Have you ever wanted to turn some old, holey socks into something useful? Turns out you can cut them up and turn them into something resembling thick yarn. You can then use this yarn – which I’m here terming “sarn” (from sock yarn) – to crochet or knit something super thick and durable. I decided to make my sarn into a dog sweater. So if you have some old, holey socks and a medium- to large-sized dog that you’d like to humiliate, then this Instructables project is for you!

As a side note, years ago, I’d seen somebody make yarn from cut-up plastic bags, which has been termed “plarn,” but I have never seen anybody attempt this with socks. So, I gave it a try for this Instructables, and it worked well! I will probably make a separate Instructables just on making yarn from socks, or sarn.

Step 1: Materials You’ll Need

You’ll need the items pictured above, as well as a few other things – here’s everything you’ll need to gather:
  • Old socks. I used 35 socks to make a small sweater for a leggy, athletic, 30-pound dog (a golden retriever-poodle mix). They were a mix of men’s and women’s. One of these socks, unstretched, roughly made about 135 cm (53 inches) of yarn/sarn.
  • Scissors.
  • A friend to help you cut up some old socks! This is optional, but truly helps.
  • Large crochet hook. I used a Q/16 mm but you could try something bigger. I got mine through Amazon.com.
  • Ruler or tape measure
  • If you want to make it light up: Sewing needle, sewing thread (that matches the neck’s sock color), a battery-powered LED, and epoxy that works with plastics. You can purchase a set of ten of the LEDs that I use in this project from Amazon.com for just $10.
  • A patient dog you want to humiliate. Because this sweater is relatively heavy, I’d recommend the dog weigh at least 30 pounds and be young and healthy.
This is so cool! I never thought it was possible to create a yarn with socks...I've seen it done with t-shirts, but definitely not socks :D Great job!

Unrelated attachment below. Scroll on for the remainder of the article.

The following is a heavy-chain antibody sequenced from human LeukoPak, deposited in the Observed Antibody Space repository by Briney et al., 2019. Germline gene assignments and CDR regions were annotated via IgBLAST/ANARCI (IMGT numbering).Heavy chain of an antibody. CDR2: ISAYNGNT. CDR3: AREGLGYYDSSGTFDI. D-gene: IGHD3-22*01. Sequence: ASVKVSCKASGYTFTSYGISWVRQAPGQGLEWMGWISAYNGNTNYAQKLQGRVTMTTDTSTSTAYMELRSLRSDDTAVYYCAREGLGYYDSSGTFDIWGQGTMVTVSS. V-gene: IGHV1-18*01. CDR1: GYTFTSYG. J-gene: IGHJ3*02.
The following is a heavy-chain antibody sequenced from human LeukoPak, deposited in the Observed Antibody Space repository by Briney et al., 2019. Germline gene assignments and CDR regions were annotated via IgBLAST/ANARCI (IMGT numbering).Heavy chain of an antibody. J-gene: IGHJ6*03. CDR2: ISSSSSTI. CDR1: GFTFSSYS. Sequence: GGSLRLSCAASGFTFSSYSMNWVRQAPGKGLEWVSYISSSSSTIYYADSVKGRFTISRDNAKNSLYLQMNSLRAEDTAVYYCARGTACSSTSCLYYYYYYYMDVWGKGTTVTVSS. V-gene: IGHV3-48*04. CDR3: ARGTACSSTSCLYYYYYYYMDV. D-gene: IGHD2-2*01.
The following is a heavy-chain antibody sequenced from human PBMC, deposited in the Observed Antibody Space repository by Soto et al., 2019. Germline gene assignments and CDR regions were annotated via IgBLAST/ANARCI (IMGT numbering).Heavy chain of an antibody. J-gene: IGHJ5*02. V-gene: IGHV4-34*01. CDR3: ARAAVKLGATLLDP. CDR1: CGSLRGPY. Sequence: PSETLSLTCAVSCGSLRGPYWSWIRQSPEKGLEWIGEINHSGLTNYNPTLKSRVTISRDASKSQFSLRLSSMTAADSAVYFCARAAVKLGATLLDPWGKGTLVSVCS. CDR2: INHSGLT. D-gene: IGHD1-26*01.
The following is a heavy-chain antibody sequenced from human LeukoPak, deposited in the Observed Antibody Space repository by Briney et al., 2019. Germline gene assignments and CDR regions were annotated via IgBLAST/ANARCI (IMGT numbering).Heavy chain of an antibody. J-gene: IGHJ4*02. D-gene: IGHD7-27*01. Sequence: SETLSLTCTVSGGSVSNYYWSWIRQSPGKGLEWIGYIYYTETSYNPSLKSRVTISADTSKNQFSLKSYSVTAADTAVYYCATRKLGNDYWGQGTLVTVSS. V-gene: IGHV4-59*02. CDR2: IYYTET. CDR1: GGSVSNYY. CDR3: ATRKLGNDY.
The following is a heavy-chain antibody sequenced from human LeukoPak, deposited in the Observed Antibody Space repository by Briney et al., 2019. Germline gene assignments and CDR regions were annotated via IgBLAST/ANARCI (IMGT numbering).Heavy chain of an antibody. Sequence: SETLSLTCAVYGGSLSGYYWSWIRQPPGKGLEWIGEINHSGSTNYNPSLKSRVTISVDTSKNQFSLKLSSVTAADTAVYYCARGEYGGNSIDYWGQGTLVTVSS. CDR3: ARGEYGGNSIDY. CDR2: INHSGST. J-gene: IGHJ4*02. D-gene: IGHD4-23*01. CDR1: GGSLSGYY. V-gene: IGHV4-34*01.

Thanks! I've honestly never seen it done before, but have made "plarn" from plastic bags before and didn't see why it couldn't be done with socks. (I even did Google searching and couldn't find anything on yarn from socks.) It works well -- if you use a size Q/16 mm hook, it is very sturdy/stiff stuff, so a larger hook might be needed to make it "softer" and more flexible. Thanks for checking out my Instructables project! :)
Do you think using way smaller strips of the socks would make ut possible to make a sweater for a teacup puppy?
<p>That's a good question, ShelbyH. Using smaller strips would probably give it more flexibility, yes, but the strips will probably also break more easily (since they'll be thinner). Maybe try baby socks, or another type of sock that is made with thin material? If you used a larger hook it'd probably help give it more flexibility -- part of the &quot;tightness&quot; of the dog sweater I made was likely due to the hook size used, and using a larger hook would make it looser. I hope that helps. It ultimately will probably need you to play around with some sarn to see what works best. </p>
I too am impressed. I was drawn to the way the sock material just pops out from the crochet stitches, from the inside of the sock to the outside. It makes for an eye-catching piece. Really! I would have never thought that socks could have been crocheted, nor would it be something useful in the end. Great job!
Thanks, DeandrasCrafts! It was really surprisingly easy to crochet with this stuff, and, like you said, it has a great texture to it. Great to finally have something useful to do with all those holey socks... (though I think it'd make an even better tough dog toy than it did a dog sweater!)

About This Instructable




Bio: I am a scientist, professional science writer, and science educator. I'm also author of the Biology Bytes books: http://www.biology-bytes.com/book/.
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